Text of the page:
To Mr. Adner, a 41-year-old social worker, a middle-class life would mean a job with a decent salary, enough money to eat out once a week and a brief holiday every year.
As he looks around his community he sees pressing issues for politicians. This area is described as one of the most densely populated in the city. More than half of residents are immigrants. Unemployment is high and incomes are low. About 40 per cent of people spend more than 30 per cent of their income on housing.
“It’s unbelievable, the hidden poverty in Toronto, one of the wealthiest cities in the world,” he said.
He hasn’t yet decided how he will vote.
The NDP has been campaigning aggressively in the neighbourhood. It has been pushing a national housing strategy as a key policy plank. It can take as long as three years just to get into subsidized housing, Mr. Adner said, a major issue. Resident John Roche said he’s had several visits from NDP canvassers in his St. James Town apartment tower. He has also received four calls from pollsters, he said. Mr. Roche, 61, is a lifelong Liberal, but he sees strong NDP support this time.
“Everywhere you look you see NDP signs,” he said. “The NDP has been in this building every day for a few weeks and at [his friend’s] door five times.”
Mr. Roche, who lost a leg in an accident and takes his income from a disability pension, said he sees himself in the bottom half of the middle class.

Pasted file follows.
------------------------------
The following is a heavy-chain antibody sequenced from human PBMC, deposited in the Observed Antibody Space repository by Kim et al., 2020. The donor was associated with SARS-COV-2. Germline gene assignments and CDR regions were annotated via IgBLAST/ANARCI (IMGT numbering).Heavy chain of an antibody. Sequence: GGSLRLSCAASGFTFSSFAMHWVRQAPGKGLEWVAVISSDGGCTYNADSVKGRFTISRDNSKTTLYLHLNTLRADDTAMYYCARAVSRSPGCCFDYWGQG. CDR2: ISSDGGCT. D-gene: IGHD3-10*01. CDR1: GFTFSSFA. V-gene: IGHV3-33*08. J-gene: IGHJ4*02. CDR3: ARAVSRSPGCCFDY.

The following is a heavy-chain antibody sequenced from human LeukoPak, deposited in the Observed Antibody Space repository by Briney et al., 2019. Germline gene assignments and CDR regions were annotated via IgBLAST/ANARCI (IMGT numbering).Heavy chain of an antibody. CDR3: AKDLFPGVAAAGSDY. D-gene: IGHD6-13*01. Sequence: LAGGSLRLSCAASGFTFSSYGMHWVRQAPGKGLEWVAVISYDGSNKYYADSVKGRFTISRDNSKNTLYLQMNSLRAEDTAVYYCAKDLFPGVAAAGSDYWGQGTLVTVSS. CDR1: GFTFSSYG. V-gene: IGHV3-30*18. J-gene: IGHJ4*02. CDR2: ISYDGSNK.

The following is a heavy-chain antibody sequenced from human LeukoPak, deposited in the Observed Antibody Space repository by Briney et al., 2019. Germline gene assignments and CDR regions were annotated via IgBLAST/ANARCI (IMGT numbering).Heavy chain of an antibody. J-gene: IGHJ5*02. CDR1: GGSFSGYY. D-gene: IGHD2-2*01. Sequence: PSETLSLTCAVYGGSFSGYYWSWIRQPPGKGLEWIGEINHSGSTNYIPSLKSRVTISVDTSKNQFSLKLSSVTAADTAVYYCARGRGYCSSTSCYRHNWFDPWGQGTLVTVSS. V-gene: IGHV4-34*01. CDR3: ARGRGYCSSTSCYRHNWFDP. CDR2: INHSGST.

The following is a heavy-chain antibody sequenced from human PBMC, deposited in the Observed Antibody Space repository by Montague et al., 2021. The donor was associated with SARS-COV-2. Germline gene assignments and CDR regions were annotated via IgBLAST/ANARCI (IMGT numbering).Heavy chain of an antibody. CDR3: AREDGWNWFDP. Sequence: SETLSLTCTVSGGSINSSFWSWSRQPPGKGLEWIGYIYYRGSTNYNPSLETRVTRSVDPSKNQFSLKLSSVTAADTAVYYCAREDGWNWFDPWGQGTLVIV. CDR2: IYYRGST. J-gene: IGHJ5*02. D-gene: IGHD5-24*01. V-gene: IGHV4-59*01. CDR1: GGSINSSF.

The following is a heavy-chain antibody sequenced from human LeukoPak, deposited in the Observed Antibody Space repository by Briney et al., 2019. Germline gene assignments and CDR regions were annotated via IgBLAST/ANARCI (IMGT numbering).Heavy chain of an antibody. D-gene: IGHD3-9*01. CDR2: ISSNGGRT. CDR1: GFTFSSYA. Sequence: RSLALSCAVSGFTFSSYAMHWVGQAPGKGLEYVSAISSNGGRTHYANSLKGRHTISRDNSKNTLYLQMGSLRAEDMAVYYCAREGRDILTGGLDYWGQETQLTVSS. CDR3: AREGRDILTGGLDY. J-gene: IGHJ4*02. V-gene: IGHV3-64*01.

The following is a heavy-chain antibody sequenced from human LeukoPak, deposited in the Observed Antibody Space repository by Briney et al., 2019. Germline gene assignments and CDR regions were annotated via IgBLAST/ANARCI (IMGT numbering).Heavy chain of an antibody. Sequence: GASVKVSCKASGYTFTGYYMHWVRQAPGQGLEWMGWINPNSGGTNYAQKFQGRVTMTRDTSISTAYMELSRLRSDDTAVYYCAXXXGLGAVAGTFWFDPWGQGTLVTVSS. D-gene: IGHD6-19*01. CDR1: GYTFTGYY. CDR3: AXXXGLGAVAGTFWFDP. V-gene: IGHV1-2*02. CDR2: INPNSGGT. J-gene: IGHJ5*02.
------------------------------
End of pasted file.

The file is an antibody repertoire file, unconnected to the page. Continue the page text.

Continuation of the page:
Toronto Centre has been a Liberal stronghold for 20 years. Bill Graham and Bob Rae won here with more than 50 per cent of the vote, although the 2011 Liberal collapse narrowed Mr. Rae’s total to 41 per cent, a margin of 6,000 votes over the NDP. But population growth in the riding is all in the south, where the map takes on a distinct NDP orange hue. The Liberals win through the riding’s middle, starting at Gerrard Street and extending north of Bloor Street. Conservative support is concentrated in wealthy Rosedale.
The stakes are highest for the Liberal Party. Defeat in what must be considered one of its safest seats would be a crushing blow to Justin Trudeau’s leadership. It’s unlikely to happen. Last week’s Forum Research poll showed a 15-point lead for Ms. Freeland. But by-elections are hard to predict. A party with an effective voter identification and get-out-the-vote machine might, if everything broke their way, steal a victory. “The NDP’s specialty is by-elections and they’re pouring everything into this seat. I’d say it’s still in play for the NDP, but it’s an uphill battle,” Forum president Lorne Bozinoff said.